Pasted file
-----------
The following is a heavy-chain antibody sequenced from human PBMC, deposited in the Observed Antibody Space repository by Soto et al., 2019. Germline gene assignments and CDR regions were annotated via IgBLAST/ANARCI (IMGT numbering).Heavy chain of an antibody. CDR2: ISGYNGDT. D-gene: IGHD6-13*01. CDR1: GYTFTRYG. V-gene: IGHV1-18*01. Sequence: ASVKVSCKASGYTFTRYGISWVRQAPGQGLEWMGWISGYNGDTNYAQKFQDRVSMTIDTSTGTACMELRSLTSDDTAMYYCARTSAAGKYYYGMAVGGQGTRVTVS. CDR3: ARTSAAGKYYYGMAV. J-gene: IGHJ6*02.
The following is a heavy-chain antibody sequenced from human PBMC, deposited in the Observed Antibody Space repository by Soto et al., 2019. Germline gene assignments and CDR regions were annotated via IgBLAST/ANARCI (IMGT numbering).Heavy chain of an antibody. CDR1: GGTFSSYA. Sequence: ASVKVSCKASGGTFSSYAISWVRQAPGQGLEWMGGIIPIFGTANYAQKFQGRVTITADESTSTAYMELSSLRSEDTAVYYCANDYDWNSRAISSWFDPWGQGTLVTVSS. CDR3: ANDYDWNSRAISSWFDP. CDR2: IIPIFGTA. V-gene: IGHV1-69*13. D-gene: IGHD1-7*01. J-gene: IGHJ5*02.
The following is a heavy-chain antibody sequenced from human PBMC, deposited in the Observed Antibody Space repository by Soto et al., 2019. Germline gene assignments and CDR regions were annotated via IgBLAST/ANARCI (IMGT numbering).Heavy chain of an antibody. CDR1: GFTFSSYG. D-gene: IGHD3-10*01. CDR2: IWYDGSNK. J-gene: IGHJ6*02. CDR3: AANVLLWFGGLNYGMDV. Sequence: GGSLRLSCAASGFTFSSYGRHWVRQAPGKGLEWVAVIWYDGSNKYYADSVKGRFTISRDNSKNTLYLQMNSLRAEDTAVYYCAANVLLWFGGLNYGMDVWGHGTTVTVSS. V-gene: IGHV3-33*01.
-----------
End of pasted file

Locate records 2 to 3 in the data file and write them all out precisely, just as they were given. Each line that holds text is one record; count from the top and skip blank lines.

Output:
The following is a heavy-chain antibody sequenced from human PBMC, deposited in the Observed Antibody Space repository by Soto et al., 2019. Germline gene assignments and CDR regions were annotated via IgBLAST/ANARCI (IMGT numbering).Heavy chain of an antibody. CDR1: GGTFSSYA. Sequence: ASVKVSCKASGGTFSSYAISWVRQAPGQGLEWMGGIIPIFGTANYAQKFQGRVTITADESTSTAYMELSSLRSEDTAVYYCANDYDWNSRAISSWFDPWGQGTLVTVSS. CDR3: ANDYDWNSRAISSWFDP. CDR2: IIPIFGTA. V-gene: IGHV1-69*13. D-gene: IGHD1-7*01. J-gene: IGHJ5*02.
The following is a heavy-chain antibody sequenced from human PBMC, deposited in the Observed Antibody Space repository by Soto et al., 2019. Germline gene assignments and CDR regions were annotated via IgBLAST/ANARCI (IMGT numbering).Heavy chain of an antibody. CDR1: GFTFSSYG. D-gene: IGHD3-10*01. CDR2: IWYDGSNK. J-gene: IGHJ6*02. CDR3: AANVLLWFGGLNYGMDV. Sequence: GGSLRLSCAASGFTFSSYGRHWVRQAPGKGLEWVAVIWYDGSNKYYADSVKGRFTISRDNSKNTLYLQMNSLRAEDTAVYYCAANVLLWFGGLNYGMDVWGHGTTVTVSS. V-gene: IGHV3-33*01.